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was no place vacant, and I remained idle. After some days, Keimer having the expectation of being employed to print some New Jersey money bills, that would require types and engravings which I only could furnish, and fearful that Bradford, by engaging me, might deprive him of this undertaking, sent me a very civil message, telling me that old friends ought not to be disunited on account of a few words, wbich were the effect only of a momentary passion, and inviting me to return to him. Meredith persuaded me to comply with the invitation, particularly as it would afford him more opportunities of improving himself in the business by means of my iņstructions, I did so; and we lived upon better terms thạn before our separation.

He obtained the New Jersey business; and, in order to execute it, I constructed a copper-plate printing-press, the first that had been seen in the country. I engraved various ornaments and vig, nettes for the bills; and we repaired to Burlington together, where I executed the whole to general satisfaction; and he received a sum of money for this work, which enabled him to keep his head above water for a considerable time longer.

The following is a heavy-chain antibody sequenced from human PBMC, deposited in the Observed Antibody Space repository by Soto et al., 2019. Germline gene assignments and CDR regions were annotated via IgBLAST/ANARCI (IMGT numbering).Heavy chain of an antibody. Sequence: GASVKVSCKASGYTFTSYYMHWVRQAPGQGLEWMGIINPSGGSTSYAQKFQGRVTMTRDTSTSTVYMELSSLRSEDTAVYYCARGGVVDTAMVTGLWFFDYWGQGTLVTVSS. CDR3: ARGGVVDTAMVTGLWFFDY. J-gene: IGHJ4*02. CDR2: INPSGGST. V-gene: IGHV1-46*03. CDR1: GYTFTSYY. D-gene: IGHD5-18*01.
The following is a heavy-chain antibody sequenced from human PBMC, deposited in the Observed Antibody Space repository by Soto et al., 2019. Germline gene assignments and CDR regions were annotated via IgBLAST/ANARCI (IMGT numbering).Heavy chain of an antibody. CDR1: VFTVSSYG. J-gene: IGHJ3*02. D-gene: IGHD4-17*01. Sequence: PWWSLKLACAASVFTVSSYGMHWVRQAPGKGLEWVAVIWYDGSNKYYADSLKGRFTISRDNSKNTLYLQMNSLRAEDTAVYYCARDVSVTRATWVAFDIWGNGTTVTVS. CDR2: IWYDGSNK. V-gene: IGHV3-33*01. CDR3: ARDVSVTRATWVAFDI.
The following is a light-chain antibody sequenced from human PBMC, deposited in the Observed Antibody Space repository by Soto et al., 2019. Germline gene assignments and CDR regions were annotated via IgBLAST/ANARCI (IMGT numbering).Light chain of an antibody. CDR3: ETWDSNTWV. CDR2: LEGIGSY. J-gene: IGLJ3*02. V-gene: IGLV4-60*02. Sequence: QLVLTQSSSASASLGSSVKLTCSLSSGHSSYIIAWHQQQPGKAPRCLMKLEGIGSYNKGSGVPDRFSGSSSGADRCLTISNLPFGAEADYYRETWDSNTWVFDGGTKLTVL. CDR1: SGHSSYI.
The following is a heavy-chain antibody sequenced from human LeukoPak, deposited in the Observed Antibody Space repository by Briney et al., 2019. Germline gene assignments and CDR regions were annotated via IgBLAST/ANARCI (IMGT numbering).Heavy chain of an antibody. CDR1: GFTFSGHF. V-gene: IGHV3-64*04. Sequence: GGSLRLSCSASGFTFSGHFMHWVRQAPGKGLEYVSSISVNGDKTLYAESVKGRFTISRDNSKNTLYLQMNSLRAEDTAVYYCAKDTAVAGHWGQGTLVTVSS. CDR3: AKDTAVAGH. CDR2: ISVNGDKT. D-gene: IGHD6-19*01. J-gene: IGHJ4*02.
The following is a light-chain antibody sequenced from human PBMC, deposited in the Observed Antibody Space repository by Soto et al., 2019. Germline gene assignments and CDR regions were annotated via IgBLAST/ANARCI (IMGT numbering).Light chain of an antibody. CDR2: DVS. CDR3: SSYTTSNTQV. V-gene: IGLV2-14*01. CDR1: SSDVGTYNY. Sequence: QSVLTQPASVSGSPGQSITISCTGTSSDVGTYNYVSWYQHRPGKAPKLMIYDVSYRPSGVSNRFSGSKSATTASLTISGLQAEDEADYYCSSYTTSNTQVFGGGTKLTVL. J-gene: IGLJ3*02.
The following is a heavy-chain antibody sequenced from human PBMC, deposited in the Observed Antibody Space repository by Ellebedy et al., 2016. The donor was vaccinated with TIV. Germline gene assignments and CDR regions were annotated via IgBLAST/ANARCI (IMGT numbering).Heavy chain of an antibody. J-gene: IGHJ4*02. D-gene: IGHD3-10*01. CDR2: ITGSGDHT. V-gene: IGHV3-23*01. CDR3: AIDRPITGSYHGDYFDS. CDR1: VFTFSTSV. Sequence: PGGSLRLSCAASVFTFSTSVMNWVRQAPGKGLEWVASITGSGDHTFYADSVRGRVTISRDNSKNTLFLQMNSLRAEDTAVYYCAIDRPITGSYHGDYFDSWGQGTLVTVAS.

At Burlington I formed an acquaintance with the principal personages of the province, many of whom were commissioned by the Assembly to superintend the press, and to see that no more bills were printed than the law had prescribed. Accordingly they were constantly with us, each in his turn; and he that came commonly brought with him a friend or two to bear him company. My mind was more cultivated by reading than Keimer's; and it was for this reason, probably, that they set more value on my conversation. They took me to their houses, iatroduced me to

their friends, and treated me with the greatest civility; while Keimer, though master, saw himself a little neglected. He was, in fact, a strange animal, ignorant of the common modes of life, apt to oppose with rudeness generally received opinions, an enthusiast in certain points of religion, disgustingly unclean in his person, and a little knavish withal.